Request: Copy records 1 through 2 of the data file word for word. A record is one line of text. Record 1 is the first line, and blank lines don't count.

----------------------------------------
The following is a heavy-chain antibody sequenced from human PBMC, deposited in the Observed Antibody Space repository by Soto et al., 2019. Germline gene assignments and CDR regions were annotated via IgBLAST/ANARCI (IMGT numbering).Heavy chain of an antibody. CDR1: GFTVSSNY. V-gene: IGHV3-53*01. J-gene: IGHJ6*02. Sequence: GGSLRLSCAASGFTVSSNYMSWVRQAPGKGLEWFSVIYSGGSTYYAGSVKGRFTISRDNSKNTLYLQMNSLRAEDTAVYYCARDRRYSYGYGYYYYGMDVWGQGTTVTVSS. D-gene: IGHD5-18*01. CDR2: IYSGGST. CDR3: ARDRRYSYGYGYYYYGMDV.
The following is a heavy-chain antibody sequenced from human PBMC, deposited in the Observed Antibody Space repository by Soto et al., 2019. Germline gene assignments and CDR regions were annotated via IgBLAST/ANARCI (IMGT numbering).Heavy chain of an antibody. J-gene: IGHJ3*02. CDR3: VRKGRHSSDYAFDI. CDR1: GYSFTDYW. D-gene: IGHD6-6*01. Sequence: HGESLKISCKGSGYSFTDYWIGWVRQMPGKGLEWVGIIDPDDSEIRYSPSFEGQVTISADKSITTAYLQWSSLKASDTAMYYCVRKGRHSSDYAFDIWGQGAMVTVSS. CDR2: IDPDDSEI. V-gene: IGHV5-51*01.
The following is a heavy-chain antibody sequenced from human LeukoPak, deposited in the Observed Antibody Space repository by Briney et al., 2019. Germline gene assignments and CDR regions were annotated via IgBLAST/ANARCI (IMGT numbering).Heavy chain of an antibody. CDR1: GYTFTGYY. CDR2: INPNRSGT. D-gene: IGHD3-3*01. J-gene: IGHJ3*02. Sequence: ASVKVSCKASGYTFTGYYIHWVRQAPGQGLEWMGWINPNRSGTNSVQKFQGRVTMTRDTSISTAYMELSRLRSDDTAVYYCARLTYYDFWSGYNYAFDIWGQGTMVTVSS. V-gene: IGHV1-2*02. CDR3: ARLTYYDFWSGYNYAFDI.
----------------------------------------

The following is a heavy-chain antibody sequenced from human PBMC, deposited in the Observed Antibody Space repository by Soto et al., 2019. Germline gene assignments and CDR regions were annotated via IgBLAST/ANARCI (IMGT numbering).Heavy chain of an antibody. CDR1: GFTVSSNY. V-gene: IGHV3-53*01. J-gene: IGHJ6*02. Sequence: GGSLRLSCAASGFTVSSNYMSWVRQAPGKGLEWFSVIYSGGSTYYAGSVKGRFTISRDNSKNTLYLQMNSLRAEDTAVYYCARDRRYSYGYGYYYYGMDVWGQGTTVTVSS. D-gene: IGHD5-18*01. CDR2: IYSGGST. CDR3: ARDRRYSYGYGYYYYGMDV.
The following is a heavy-chain antibody sequenced from human PBMC, deposited in the Observed Antibody Space repository by Soto et al., 2019. Germline gene assignments and CDR regions were annotated via IgBLAST/ANARCI (IMGT numbering).Heavy chain of an antibody. J-gene: IGHJ3*02. CDR3: VRKGRHSSDYAFDI. CDR1: GYSFTDYW. D-gene: IGHD6-6*01. Sequence: HGESLKISCKGSGYSFTDYWIGWVRQMPGKGLEWVGIIDPDDSEIRYSPSFEGQVTISADKSITTAYLQWSSLKASDTAMYYCVRKGRHSSDYAFDIWGQGAMVTVSS. CDR2: IDPDDSEI. V-gene: IGHV5-51*01.